First shown off at Hascon (late last summer), the Tri-Break is expected to hit stores in the US early next year. However, the Tri-Break is already at ToysRUs in Canada. As such, I now have one for review and light modification.
The Mega Triad
The Tri-Break doesn’t break new ground in any sense. It takes the now-quintessential “Jolt prime” method of propulsion and mates it to a three barrel smart AR. Instead of three Elite darts, like the Triad, it fits three Mega darts.
The main “gimmick” of the Tri-Break is the break-action mechanism for loading. A large plastic cover swivels over the barrels, and is released by a secondary trigger in front of the main trigger.
The front cover is completely cosmetic; in all reality, it is mostly unnecessary. Hasbro could’ve simply enclosed the three barrels for a sleeker package (and cheaper, with less plastic). Even so, breaking open the front to load the blaster is somewhat fun to do. Given the target audience (children), that part ultimately wins out. Plus you can easily swing the barrel shroud back up to close it!
Still, a sleek package, and possibly a $10-$12 price point would make this more appealing to the wallet.
Spilling the Guts
On the inside is exactly what you’d expect. An upward facing plunger feeds into a smart AR system. The plunger has approximately 70mm of draw, and the plunger head measures about 31mm in diameter. Granted, only the last 1/3 of the plunger tube is narrow enough to make a tight seal. But it’s enough volume to make the system work as intended (too much air volume in a smart AR results in later barrels firing prematurely, as well as pitifully). IT’s an impressive package for its size.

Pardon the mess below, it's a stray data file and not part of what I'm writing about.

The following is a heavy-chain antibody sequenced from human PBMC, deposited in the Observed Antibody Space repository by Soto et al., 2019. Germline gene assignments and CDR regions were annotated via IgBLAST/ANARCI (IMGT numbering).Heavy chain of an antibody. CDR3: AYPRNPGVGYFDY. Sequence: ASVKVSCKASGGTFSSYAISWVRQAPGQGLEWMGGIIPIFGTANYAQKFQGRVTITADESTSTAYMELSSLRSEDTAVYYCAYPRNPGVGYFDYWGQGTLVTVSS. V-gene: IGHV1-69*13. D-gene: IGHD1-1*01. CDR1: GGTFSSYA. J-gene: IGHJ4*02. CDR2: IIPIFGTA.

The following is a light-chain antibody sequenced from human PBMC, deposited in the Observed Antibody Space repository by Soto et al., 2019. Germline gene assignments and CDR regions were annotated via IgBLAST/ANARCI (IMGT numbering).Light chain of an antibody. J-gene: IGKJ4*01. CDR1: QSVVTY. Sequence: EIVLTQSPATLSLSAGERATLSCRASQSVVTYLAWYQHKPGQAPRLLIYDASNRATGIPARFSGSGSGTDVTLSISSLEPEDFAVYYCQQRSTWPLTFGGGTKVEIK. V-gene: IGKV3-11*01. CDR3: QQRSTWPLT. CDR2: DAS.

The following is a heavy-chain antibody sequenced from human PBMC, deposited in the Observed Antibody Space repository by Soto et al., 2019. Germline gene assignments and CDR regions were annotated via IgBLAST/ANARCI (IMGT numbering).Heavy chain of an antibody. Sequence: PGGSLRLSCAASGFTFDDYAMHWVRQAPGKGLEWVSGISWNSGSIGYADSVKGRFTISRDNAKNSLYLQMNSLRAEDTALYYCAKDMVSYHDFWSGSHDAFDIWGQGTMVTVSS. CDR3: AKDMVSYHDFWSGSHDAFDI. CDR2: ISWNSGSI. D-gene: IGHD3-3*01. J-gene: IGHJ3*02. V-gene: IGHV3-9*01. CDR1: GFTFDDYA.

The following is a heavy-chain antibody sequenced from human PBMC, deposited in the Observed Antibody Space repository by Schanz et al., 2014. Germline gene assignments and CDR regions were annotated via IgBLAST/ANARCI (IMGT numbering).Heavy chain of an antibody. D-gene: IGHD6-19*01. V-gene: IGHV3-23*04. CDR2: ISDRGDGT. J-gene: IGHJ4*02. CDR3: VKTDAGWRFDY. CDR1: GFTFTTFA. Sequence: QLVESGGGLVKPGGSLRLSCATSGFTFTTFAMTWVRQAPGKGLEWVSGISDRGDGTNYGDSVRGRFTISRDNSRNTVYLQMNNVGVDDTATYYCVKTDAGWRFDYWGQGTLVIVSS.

The front trigger pulls back a spring-loaded latch, which holds the hinged barrel cover in place. The main trigger, meanwhile, presses against a small sear that holds back the plunger head. There is no extra spring here – a thin strip of plastic serves to provide the spring force (of which very little is needed). There are no extra plates for holding the plunger spring in place – the handle is molded with spring rests. If you look carefully. you can see the bottom of the spring through the holes in the handle during regular use.
In stock form, the Tri-Break offers decent results for firing Mega darts. Starting with the first barrel, shots were averaging 67 feet per second, dropping to 63 fps on the second barrel and 60 fps on the final barrel. The slight losses are to be expected – each empty barrel means a little extra distance for the air to travel to reach the next dart.
As a reference, the Magnus pistol tends to average around 70fps, if not a little more.
The stock spring, while producing respectable results, is still low in strength (as well as diameter). If you have two Maverick springs handy (or a single Glow Show Sticker Launcher spring, which otherwise has the same dimensions but twice the coils), thread them over the plunger rod. Doing only that results in chronograph readings from 80-90 fps, with the highest numbers on the top barrel. At those speeds, stock Megas are highly unlikely to fly accurately towards your target. If you still have Buzz Bee XL darts, however, you can sacrifice a few fps for decently aimed shots.
And of course, the smart AR still works as intended.
After use in a war, I came to the conclusion that the Tri-Blast was simply fun. Sure, the barrel cover is completely unnecessary and adds to the blaster cost. But in actual use, flipping the cover down with the secondary trigger, loading, then swinging the entire blaster upward to close it was fun. In addition, the performance is more than adequate for a small Mega blaster, with easy room for improvement. Granted, a $15 asking price isn’t the best, especially when it’s easy to obtain blasters like the Magnus, Dual-Strike, and Cycloneshock for $15 or less depending on store and sale. But for what it is, the Tri-Break is a fun little blaster.